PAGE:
My return look must have signaled pain. Nate stuck his lip out in an adorable pout before transforming his face into a mischievous grin. I watched him walk away.

Kevin saw where I focused my gaze. “Can you believe that guy?” he said. “He’s been kinda rude and not the greatest service.”

“Yeah,” I replied. “We definitely shouldn’t come back.”

“So after this,” Kevin began, “Maybe we can head back to your place?”

“Um, no. I live in the dorm.” I informed him.

“Oh, alright then, my place. My neighbors are out of town, and their hot tub is open.”

“You know what? It’s been a long day, and I’m pretty tired. I think after this, I’ll just go home,” I informed him.

“Aww, come on, babe, the night is young, you’re young, come to have some fun!” Kevin encouraged.

Nate came back holding two large dishes. He set my chicken down gently and then dumped the plate of spaghetti in Kevin’s lap, missing the linen napkin entirely.

“Oh, I’m so sorry!” Nate exclaimed. He winked at me as Kevin jumped out of his seat and tried to get the hot food off his lap.

“I’m out of here!” Kevin yelled. “And I’m not paying for this!” He stormed out the door.

I crumpled into a fit of laughter after he left.

“I’m sorry, it looks like I ruined your date,” Nate offered.

“Are you kidding? you’re my hero!” I replied.

“Wow, it’s not every day a pretty girl calls me a hero,” Nate said. Our eyes met and held for several seconds.

“Can I buy you a drink? I can hang around until you’re off, maybe,” I asked him.

“I’d love that, but I’d rather buy you dinner, and I’m not off until 2 am. I’d kill to get out of here tonight.”

Soon the restaurant started to fill up. “Ah, I gotta seat these people while my manager naps in the back. He’s too lazy to work. Your dinner is on the house tonight; enjoy the chicken.” Nate said, walking off to handle the rush.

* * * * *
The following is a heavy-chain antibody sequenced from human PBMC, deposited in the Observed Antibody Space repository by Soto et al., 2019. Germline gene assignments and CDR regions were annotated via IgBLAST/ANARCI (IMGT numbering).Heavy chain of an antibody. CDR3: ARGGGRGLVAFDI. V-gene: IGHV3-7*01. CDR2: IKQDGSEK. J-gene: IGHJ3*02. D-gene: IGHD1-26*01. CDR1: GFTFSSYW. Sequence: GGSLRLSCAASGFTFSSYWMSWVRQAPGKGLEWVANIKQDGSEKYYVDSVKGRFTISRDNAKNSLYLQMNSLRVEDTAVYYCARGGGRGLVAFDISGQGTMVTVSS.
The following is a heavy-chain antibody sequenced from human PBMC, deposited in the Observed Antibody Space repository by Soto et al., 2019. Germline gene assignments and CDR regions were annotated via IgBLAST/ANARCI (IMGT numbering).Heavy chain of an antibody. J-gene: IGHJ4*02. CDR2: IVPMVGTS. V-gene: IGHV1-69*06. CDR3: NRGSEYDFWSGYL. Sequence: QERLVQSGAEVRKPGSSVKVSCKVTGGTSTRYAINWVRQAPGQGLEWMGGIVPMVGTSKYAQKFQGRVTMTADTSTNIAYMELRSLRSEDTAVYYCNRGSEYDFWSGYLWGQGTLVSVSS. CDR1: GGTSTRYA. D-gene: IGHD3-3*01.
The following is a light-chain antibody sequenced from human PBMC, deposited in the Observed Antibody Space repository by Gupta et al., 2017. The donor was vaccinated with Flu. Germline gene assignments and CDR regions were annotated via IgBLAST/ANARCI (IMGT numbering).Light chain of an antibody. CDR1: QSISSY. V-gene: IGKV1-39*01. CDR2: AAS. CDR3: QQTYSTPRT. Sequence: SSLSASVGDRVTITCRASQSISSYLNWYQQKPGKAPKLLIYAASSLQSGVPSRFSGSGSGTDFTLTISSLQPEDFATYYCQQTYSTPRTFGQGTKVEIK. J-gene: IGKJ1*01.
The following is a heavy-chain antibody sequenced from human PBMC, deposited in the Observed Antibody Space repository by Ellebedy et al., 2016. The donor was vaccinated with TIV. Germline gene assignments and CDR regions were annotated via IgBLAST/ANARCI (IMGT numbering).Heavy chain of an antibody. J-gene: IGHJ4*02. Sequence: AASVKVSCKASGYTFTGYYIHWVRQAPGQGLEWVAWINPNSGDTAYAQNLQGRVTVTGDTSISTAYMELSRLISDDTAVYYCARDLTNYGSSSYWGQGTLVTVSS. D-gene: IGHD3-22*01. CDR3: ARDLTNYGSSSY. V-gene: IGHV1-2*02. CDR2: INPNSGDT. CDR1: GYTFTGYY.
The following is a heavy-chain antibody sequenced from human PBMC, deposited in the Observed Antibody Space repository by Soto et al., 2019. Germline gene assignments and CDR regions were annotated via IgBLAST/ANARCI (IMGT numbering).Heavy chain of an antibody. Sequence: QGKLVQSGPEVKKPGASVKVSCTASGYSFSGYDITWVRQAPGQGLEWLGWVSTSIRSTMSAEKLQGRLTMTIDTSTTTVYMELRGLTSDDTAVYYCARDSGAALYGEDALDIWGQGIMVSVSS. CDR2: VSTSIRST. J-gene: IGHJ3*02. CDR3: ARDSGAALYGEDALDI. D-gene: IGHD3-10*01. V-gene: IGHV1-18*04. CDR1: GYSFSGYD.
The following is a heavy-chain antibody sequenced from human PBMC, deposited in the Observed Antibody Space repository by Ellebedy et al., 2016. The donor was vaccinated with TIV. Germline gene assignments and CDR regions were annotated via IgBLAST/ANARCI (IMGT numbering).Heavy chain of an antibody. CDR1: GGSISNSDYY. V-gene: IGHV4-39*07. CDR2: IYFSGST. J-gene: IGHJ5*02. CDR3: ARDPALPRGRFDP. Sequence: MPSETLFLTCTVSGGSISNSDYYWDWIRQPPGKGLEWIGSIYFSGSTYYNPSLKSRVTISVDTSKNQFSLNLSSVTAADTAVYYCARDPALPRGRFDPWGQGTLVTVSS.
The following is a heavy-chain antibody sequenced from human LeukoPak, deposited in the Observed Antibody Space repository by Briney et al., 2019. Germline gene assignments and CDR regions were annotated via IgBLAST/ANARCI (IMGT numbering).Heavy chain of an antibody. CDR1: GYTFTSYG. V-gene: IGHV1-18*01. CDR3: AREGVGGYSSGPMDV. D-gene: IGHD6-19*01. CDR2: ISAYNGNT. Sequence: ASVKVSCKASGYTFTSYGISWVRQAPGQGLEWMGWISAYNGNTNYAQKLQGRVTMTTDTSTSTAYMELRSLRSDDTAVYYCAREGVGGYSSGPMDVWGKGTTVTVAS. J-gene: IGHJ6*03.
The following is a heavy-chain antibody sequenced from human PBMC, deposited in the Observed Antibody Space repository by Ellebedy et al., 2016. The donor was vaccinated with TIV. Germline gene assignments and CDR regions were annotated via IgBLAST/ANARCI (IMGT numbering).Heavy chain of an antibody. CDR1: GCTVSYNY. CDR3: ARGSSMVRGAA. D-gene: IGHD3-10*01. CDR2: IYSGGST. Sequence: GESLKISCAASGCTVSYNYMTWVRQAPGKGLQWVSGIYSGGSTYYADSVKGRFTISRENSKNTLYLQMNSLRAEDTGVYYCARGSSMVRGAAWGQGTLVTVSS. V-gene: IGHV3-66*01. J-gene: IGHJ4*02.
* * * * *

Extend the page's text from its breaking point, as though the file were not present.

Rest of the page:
I did enjoy my chicken, left Nate a tip, and walked outside. “I don’t feel like going home,” I said out loud. I had a thought.

I sat on a bench around the corner and dialed the phone number of the restaurant.

“Hello, Marco’s,” a man answered. He sounded like he had been asleep.

I plugged my nose before saying, “Hello, this is Julia Murphy from the health department. I’m afraid I’m at the college, and I will need Nathanial Hargrove to return to campus right away.”

“Health department? He’s working right now, and he’s my best waiter.”

“Sir, you can send Nathanial to me, or I will come to the restaurant and get him. Do you want someone from the health department to come to your restaurant right now?”

“No, ma’am!” the man said. “I will send him home right away!”

Shortly after I hung up the phone, I saw Nate leave the restaurant and head back to campus.

“Ahem,” I cleared my throat.

He turned around and gave me a huge heartwarming smile.
“Julia Murphy of the health department, I presume?” he teased.

“Guilty,” I confessed.

Nate and I caught the bus to a coffee shop across town. We had coffee and pie and talked for hours. He escorted me back to my dorm and asked me to a movie the following night. I gladly accepted.

The next evening I stood in my room in jeans, boots, and a sweater. Jenna and Stephanie eyed me as I put on makeup with a smile on my face.

“Where are you going tonight?” Jenna asked.

“Nate is taking me to a movie and then probably a late dinner or drinks.”

“I thought you went out with a guy named Kevin?” Stephanie asked, confused.

“I did,” I replied as I grabbed my handbag.
I winked at my friends, sitting side by side on my bed, studying me.

“Don’t wait up,” I said and walked out the door.

The End